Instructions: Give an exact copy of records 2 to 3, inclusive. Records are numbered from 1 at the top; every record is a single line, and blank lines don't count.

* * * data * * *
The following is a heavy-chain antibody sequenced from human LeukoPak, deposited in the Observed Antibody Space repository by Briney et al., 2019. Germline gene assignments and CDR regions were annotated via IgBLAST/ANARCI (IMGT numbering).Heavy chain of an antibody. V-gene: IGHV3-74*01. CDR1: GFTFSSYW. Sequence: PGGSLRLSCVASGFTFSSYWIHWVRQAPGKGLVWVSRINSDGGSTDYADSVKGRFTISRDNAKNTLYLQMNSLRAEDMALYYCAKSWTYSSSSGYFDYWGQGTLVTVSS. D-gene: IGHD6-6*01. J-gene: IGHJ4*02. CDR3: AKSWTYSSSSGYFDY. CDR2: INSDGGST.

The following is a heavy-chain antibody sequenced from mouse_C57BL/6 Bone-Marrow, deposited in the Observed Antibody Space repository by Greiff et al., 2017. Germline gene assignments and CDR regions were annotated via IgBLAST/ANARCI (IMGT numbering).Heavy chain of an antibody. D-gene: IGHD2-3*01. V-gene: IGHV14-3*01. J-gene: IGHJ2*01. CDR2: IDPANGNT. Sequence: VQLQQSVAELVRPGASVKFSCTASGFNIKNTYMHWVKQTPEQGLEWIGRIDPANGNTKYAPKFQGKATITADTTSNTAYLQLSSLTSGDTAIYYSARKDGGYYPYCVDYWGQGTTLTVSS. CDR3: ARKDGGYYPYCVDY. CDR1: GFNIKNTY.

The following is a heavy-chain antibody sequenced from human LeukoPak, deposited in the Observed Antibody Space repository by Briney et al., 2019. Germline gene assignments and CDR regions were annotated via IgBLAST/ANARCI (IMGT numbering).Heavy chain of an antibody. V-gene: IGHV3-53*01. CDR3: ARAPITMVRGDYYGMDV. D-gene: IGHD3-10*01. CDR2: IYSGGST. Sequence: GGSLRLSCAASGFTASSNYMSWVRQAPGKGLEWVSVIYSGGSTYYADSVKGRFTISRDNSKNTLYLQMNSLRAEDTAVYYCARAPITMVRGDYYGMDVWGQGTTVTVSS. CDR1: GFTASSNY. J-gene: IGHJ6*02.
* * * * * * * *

The following is a heavy-chain antibody sequenced from mouse_C57BL/6 Bone-Marrow, deposited in the Observed Antibody Space repository by Greiff et al., 2017. Germline gene assignments and CDR regions were annotated via IgBLAST/ANARCI (IMGT numbering).Heavy chain of an antibody. D-gene: IGHD2-3*01. V-gene: IGHV14-3*01. J-gene: IGHJ2*01. CDR2: IDPANGNT. Sequence: VQLQQSVAELVRPGASVKFSCTASGFNIKNTYMHWVKQTPEQGLEWIGRIDPANGNTKYAPKFQGKATITADTTSNTAYLQLSSLTSGDTAIYYSARKDGGYYPYCVDYWGQGTTLTVSS. CDR3: ARKDGGYYPYCVDY. CDR1: GFNIKNTY.

The following is a heavy-chain antibody sequenced from human LeukoPak, deposited in the Observed Antibody Space repository by Briney et al., 2019. Germline gene assignments and CDR regions were annotated via IgBLAST/ANARCI (IMGT numbering).Heavy chain of an antibody. V-gene: IGHV3-53*01. CDR3: ARAPITMVRGDYYGMDV. D-gene: IGHD3-10*01. CDR2: IYSGGST. Sequence: GGSLRLSCAASGFTASSNYMSWVRQAPGKGLEWVSVIYSGGSTYYADSVKGRFTISRDNSKNTLYLQMNSLRAEDTAVYYCARAPITMVRGDYYGMDVWGQGTTVTVSS. CDR1: GFTASSNY. J-gene: IGHJ6*02.